Can you think of anything scarier than “Trivia Night” at your local bar or pub, the topic is “music,” and you look across the room and there’s Sean Ross on your arch rival’s team? No contest.
So last week I was reading Sean’s latest missive about radio, music, and formats – “Avoiding A Doldrums: Why Country Needs ‘Now’,” and I got to thinking about his latest format observations, specifically the challenges facing Country. Sean’s argument – as usual – is rooted in a mélange of currents and recurrents – pointing to the “power of now” as the device that can propel formats to mass appeal status and continued success.
Whether Country can recapture that vibe is debatable, of course, and Sean spells out in detail the factors involved in keeping the format vital in the midst of music challenges. But that brings to me how the “power of now” isn’t just about music – it’s a mindset that can impact multiple generations of music listeners in any format. And in Classic Rock, the ability to leverage a sense of freshness and currency has been part of its success elixir for many years. Since the beginning, the challenge for the format has revolved around how to keep the sound crisp and modern in a model where every song is at least 20 years old.
For Classic Rock, the “power of now” isn’t just about legacy brands continuing to tour. It has continually been about the ability of the format and its core artists to stay relevant in the zeitgeist of an overheated, Internet-powered pop culture.
That’s no easy feat because our social media pages and digital sites are dominated by celebrity – especially hot new stars from the music, motion picture, and TV industries. Yet somehow, Classic Rockers have managed to remain mainstream, top-of-mind, and vital in a world of Kardashians, Swifts, and Trumps.
Last week, three of these “power of now” moments occurred – some bigger than others – but all serving to keep Classic Rock's “Mt. Rushmore” artists front and center. Led Zeppelin, AC/DC, and the Stones all played starring and co-starring roles.
1. The “Stairway to Heaven” legal battle
OK, it’s not the O.J. trial, and it’s not being televised around the world. But this L.A.-based courtroom struggle over whether Jimmy Page and Robert Plant ripped off Randy California and Spirit continues to make headlines. After all, the song in question is the biggest and best-known rock classic of all time, “Stairway to Heaven.” Page, Plant, and John Paul Jones have all testified about where they were and what they were doing in the late ‘60s – as if they could possibly remember. It's a crazy case with even the Mary Poppins song “Chim Chim Cheree” has made a cameo appearance in court.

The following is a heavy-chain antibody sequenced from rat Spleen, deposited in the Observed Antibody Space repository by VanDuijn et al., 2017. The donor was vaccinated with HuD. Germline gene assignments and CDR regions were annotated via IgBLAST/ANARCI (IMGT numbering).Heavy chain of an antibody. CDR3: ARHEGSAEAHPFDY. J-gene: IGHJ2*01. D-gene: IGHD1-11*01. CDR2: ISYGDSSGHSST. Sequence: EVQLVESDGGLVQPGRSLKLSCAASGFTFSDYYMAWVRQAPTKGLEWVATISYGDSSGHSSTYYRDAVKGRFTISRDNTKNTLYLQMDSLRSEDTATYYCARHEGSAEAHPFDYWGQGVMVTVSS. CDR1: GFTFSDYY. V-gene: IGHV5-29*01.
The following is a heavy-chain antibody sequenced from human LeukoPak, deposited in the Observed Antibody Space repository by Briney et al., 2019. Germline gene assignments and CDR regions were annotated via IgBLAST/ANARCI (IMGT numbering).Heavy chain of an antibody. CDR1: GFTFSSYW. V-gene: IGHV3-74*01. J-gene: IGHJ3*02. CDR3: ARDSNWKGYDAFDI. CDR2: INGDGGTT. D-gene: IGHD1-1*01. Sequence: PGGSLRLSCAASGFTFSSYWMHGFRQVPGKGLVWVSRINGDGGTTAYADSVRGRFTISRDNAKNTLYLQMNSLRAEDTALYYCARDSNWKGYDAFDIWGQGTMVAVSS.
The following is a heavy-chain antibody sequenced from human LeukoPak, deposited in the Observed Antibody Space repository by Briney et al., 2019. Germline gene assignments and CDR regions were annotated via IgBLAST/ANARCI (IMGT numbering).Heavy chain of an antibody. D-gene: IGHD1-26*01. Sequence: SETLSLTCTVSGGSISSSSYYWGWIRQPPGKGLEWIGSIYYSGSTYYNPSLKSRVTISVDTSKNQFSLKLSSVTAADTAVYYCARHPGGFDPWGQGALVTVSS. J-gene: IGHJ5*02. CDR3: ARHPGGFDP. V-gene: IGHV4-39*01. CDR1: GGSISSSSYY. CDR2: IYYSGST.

Not only is the trial being covered by the news media throughout the world, Stephen Colbert has also weighed in. Bottom line? People are talking about Classic Rock’s most iconic song, originally recorded 45 years ago. Or was it 48 years ago by Spirit? The jury will decide.
2. AC/DC sabotages soccer tournament
And last week, Classic Rock ended up apparently affecting the outcome of a European sporting event. In explaining his team’s narrow victory over Albania last week in Marseille, France's coach, Didier Deschamps, laid the blame on a band sometimes called “the thunder from down under,” AC/DC.
Obviously thunderstruck by the field conditions at the Stade Velodrome and how it apparently limited his team’s goal production, Deschamps offered this lame excuse:
“If you have an AC/DC concert a month before the European Championships – they’re changing the pitch, re-laying the turf.”
Of course his Albanian counterpart, Giovanni De Biasi, had a different view of the graff and its impact on the outcome:
“When you’ve got some good boots, you can avoid slips.”
This would have never happened following a Taylor Swift show.
The AC/DC turf controversy rages on.
3. PetSmart and “Sympathy for the Devil”
We’ve documented the advertising world’s propensity to license Classic Rock mainstays for their marketing efforts over the years. But perhaps the oddest combination of a song and a brand occurred recently by PetSmart.
To promote their tie-in with the soon-to-be-released animated film, The Secret Life of Pets, PetSmart is using the Stones’ “Sympathy For The Devil” as the soundtrack to their latest TV spot.
These examples all from last week point to the value of currency, even for a format that plays nothing new. As Sean Ross notes, the worst thing format programmers can do is to turn their backs on the “now.” In the case of Classic Rock PDs, talking about “current events” is a smarter strategy than reminding audiences that Charlie Watts turns 75 years-old this month. Or telling us who was playing lead guitar on “Badge.” And for the sales department, the “now” attribute is part of the story that explains how a gold-based format can retain its relevancy with generations of listeners that weren't born when most of the music library was first released.
It’s always been about Classic Rock’s “power of now.”
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